“Real things happening to real people”
Toward the beginning of Jason Reitman’s pitch-perfect Juno, the title character is in a classic sort of adolescent trouble; her classmate Su-Chin (Valerie Tian) pickets the abortion clinic, with the telling chant: “Unborned babies deserve to live.” In Diablo Cody’s exacting screenplay, Su-Chin’s misspeak is obviously intended to underscore the naiveté of young people wedged into situations their maturity level makes them ill-equipped to understand. Cut the age in half, raise the expectations, and close the system, and you’ve got the kids of Heidi Ewing and Rachel Grady’s Jesus Camp (2006).1Juno is an Oscar favorite, but as many a couch critic will bemoan, the wrong film often wins.2 While Jesus Camp was up for Best Documentary, Davis Guggenheim’s far less cinematic An Inconvenient Truth won. What the Al Gore vehicle lacks in objectivity and style, Jesus Camp makes up for in its triumphant blend of content and filmmaking brio.
In the true spirit of a good documentary, Jesus Camp presents facts and allows viewers to make up their minds. Insightful cinematography spars with vérité style to capture innocence lost (or regained, depending on the perspective) to the expert indoctrination taking place at the Kids on Fire Bible camp. When the sun breaks around enraptured young faces at a camp sermon, as we watch young Tory’s Kansas City family pledging allegiance to the “Christian flag,” we realize we have filmmakers here who will shut up and allow their subject to tell the whole story — often in a single scene or frame. Jesus Camp subsumes viewers in the world of the Religious Right, where Christianity meets Government meets Military meets Kids on Fire with bonus footage of the mega-church, home school, and true insight into what can be done, for good and ill, with the independent spirit of the easily pliable within our democracy.
Within two minutes of film, Jesus Camp shows how eager for manipulation children can be. First we are treated to close-ups of their pure faces stifling laughter as obese camp leader Becky Fischer decries all fat and lazy Christians. Moments later, just to proselytize, she leads children in something that defies instruction — speaking in tongues. This is no cartoon, this is Shaw’s definition of drama: “real things happening to real people.”
Jesus Camp is indeed a study of contrasts, and violation. At Kids on Fire, shameful tears in savage close-up break the viewer’s heart as Fischer lambastes the entire camp for being phony warriors in God’s army. Youthful uncertainty and awkwardness palpably blend with Fischer’s emotional barrage to form an explosive synthesis that jolts the viewer into understanding that children not only cannot understand this criticism, but, simply put, deserve and need to be kids. To underscore this point, the very next scene shows true joy for one of the few times in the entire film as flashlights illuminate their beautiful, adrenaline-rushed faces telling ghost stories. Of course, a counselor quickly puts the kibosh on this potential evil. Fischer’s earlier sermon echos: as a “warlock, Harry Potter would have been put to death.”
Former Southern preacher Mike Papantonio offers a less effective counterpoint from his Air America radio show, Ring of Fire. In the kind of claustrophobic close-ups usually reserved for talk show films (Oliver Stone’s heavy-handed Talk Radio, 1988, comes to mind), he claims that the separation of church and state will vanish with a “thief in the night.” The filmmakers added Papantonio to create tension, but the real tension lies between what the children could (and maybe should) be allowed to be and the imposed hands of “God” pushing down upon them.3 Papantonio’s later call from Fischer, and his effective shut-down of her non-logic, is satisfying in a cheap and flimsy way. Far more compelling and honest are interspersed scenes like the ghost stories, young Levi exploring caves with his friend, and kids generally being kids.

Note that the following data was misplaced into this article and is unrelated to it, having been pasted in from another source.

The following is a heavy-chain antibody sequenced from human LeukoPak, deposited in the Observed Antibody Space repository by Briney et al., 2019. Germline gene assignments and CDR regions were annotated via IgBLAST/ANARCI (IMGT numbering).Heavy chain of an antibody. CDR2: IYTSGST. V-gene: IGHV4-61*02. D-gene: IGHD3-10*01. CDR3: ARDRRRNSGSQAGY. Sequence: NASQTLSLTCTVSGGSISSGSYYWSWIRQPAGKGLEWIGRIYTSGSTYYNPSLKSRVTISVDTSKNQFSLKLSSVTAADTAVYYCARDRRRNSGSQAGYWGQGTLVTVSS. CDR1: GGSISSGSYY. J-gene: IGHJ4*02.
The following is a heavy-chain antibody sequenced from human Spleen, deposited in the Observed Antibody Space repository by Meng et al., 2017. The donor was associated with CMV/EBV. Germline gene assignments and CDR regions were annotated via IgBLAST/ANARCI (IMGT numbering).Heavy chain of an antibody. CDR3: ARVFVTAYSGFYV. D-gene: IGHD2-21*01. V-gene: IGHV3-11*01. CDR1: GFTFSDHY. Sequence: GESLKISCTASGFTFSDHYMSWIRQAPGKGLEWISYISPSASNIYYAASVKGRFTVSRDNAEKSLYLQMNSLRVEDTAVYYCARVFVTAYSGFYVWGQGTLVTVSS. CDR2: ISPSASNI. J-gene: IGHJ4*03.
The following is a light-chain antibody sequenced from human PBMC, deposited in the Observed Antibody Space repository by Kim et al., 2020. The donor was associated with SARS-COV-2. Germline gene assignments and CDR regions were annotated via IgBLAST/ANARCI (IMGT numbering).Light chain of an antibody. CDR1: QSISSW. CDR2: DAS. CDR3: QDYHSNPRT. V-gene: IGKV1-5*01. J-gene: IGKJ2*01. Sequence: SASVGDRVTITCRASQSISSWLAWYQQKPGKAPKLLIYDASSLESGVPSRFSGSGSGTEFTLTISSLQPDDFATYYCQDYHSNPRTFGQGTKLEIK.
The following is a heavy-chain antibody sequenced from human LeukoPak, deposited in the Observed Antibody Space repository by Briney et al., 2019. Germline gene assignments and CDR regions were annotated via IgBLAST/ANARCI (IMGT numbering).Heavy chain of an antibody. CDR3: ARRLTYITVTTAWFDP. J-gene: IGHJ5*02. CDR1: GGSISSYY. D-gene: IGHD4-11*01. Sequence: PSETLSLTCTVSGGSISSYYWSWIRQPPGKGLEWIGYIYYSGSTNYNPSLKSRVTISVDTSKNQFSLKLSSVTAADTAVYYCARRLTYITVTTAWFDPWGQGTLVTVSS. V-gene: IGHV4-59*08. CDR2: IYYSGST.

By the end of the film we understand that Jesus Camp doesn’t simply refer to Kids on Fire, it broadens its scope to include the direction a certain sector of this country is headed in. Late in the film, mega-evangelist Ted Haggard (right) says he likes to “get them young” and claims, kids “love it.”4 Again, allowing the participants to almost solely inform the content, Haggard boasts that a new church like his 14,000-member New Life ministry in Colorado Springs opens its doors every two days. This rapidly vanishing separation of church and state is underscored when the fact that Haggard had weekly meetings with the Bush cabinet flashes across the screen — that is, until he was fired a few month’s after Jesus Camp‘s release after being exposed as a gay meth addict.5
I have seen references to Jesus Camp as a horror film, as something of a slam against religion, as true hope for atheists. On the contrary, when the very first scene consists of power-drenched low shots, panning up of kids in militant camouflage, dancing to upbeat Christian music, when we see so many sides of the same story, the film really succeeds in making us do what any great film should: think.
- From the Creation Adventure game to the following scene where a mother explains to young Levi that Creationism is “the only explanation” with an image of GW Bush in the background, rather than home-schooling, this is a closing off, a way to ensure no conflict of opinions with her “Judeo-Christian values.” [↩]
- Sadly, note the lack of even a nomination for The Simpsons Movie. [↩]
- See the Wikipedia entry for Mike Papantonio. [↩]
- Indeed, the film routinely provides such facts as “43% of evangelical Christians become born again before age 13.” [↩]
- Mike McPhee and Felisa Cardona, “Escort Says Haggard’s Apology ‘Hollow’,” Denver Post (Dec. 12, 2006). [↩]